Herzberg’s two-factor theory
Psychologist Frederick Herzberg developed his two-factor theory on motivation in the workplace in the 1960s. Herzberg’s theory explains two categories of employee needs in an organization. The first is motivation factors that give employees a sense of satisfaction, and the other is hygiene factors that determine the basic level of stability and job security.
Tesco aims to motivate its employees by paying attention to hygiene factors and participating in the organization’s decision-making processes. For example, it motivates and empowers employees through appropriate and timely communication, delegating responsibility, and involving employees in decision-making. Tesco holds forums every year where employees can participate in discussions on pay raises. By offering these things, Tesco increases job satisfaction and ensures employees’ dedication and commitment.
McGregor’s Theory X and Theory Y
In 1960, Douglas McGregor formulated Theory X and Theory Y, suggesting two aspects of leadership styles — or, in other words, two different views of individuals (employees).
For new workers who require a lot of guidance, or when an organization faces an expected crisis and requires a leader to take control, the Theory X style of leadership is applicable. The Theory Y leadership style is best used when managing a team of experts who work based on their own decisions and need little guidance.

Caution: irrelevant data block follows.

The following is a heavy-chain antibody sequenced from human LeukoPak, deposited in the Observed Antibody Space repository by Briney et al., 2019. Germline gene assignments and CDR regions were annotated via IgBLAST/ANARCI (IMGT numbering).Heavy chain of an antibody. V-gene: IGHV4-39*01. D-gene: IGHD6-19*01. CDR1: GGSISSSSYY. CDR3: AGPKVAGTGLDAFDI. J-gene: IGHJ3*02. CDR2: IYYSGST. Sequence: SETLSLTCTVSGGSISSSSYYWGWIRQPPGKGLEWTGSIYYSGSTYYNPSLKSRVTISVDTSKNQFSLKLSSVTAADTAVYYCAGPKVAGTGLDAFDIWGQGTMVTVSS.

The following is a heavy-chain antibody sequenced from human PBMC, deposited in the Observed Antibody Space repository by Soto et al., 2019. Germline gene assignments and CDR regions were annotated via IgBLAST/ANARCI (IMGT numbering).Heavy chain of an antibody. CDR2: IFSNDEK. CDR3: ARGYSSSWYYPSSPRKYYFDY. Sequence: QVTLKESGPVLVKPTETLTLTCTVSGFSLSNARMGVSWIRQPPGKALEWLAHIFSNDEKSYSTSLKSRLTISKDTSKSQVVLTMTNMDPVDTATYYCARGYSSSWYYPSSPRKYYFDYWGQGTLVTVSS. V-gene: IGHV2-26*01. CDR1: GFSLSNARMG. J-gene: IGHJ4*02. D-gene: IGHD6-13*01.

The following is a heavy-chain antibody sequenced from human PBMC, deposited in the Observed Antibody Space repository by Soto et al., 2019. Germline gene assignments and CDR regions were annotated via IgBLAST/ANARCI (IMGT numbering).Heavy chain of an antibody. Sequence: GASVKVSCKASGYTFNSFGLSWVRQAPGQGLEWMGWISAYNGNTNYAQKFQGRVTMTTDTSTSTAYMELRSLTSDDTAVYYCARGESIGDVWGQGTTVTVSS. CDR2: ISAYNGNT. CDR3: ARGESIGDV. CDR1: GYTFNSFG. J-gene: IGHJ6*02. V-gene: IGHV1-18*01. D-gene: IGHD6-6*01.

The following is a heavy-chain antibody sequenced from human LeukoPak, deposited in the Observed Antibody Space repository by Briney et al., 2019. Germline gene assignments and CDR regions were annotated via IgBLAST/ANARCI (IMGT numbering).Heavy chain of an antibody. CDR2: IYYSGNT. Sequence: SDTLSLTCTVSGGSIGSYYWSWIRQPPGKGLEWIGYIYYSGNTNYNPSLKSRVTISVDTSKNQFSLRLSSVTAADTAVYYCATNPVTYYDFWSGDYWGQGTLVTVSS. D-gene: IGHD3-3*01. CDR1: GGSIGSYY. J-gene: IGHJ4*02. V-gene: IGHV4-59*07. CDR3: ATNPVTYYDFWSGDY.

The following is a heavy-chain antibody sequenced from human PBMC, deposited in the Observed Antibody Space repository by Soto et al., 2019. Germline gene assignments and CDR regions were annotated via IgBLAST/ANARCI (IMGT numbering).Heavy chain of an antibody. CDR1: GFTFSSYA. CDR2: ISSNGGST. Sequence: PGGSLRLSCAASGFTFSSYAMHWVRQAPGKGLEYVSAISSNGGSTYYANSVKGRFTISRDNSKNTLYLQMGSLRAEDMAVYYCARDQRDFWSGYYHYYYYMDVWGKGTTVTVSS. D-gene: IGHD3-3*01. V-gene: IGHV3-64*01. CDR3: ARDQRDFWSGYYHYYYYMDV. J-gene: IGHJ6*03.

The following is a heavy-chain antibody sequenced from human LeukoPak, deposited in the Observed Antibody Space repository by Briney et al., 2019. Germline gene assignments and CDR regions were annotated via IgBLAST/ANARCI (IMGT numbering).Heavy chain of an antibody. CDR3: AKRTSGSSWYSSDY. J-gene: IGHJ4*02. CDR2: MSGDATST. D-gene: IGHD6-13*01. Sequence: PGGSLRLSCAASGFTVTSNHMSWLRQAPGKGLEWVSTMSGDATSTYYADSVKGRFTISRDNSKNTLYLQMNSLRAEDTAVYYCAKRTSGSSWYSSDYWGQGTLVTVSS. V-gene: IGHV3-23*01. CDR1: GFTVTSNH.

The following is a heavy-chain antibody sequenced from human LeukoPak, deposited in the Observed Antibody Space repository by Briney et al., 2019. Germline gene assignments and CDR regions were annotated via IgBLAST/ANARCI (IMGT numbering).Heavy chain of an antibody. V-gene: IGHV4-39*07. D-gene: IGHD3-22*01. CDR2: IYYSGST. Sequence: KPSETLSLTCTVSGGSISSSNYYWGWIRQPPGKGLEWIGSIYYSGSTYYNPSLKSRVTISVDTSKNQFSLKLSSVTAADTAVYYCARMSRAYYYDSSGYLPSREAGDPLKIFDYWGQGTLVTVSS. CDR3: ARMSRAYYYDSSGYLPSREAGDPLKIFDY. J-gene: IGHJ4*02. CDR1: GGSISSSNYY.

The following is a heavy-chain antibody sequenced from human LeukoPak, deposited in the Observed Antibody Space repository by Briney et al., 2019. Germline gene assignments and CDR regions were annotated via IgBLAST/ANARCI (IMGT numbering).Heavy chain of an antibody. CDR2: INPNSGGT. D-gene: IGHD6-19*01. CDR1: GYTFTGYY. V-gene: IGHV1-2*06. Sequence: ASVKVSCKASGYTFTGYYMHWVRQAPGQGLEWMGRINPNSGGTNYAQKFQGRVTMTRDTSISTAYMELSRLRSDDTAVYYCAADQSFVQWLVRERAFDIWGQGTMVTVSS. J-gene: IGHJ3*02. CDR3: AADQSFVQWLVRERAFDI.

According to McGregor, Henry Ford was a manager who adopted Theory X, as Ford closely monitored his employees. In contrast, Theory Y can be seen in companies that trust their self-directed employees to get their work done through worker-friendly policies, such as Google’s famed 20% time.
Upskill, reskill, and cross-skill your workforce with a toolkit by HRForecast
The HRForecast toolkit comprises blog posts and ready-to-use templates for upskilling, reskilling, and cross-skilling the workforce.
This blog post helps HR managers lay out reasoned analysis and approaches for an upskilling system that helps employees achieve their goals and helps organizations build a more modern, highly skilled workforce.
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Hard and soft skills needed for future jobs: an overview
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How to devise an upskilling strategy
Read how to create an effective upskilling strategy to boost the skills of your employees, decrease turnover, and bolster competitiveness.
Make use of an editable template for assessing specific employees’ abilities in relation to the present and potential demands of their job functions.
Contact our team to learn how we can help you cope with changes in demand for skills, lay down training systems responsive to structural changes in the economy, and recognize skills and competencies within your company.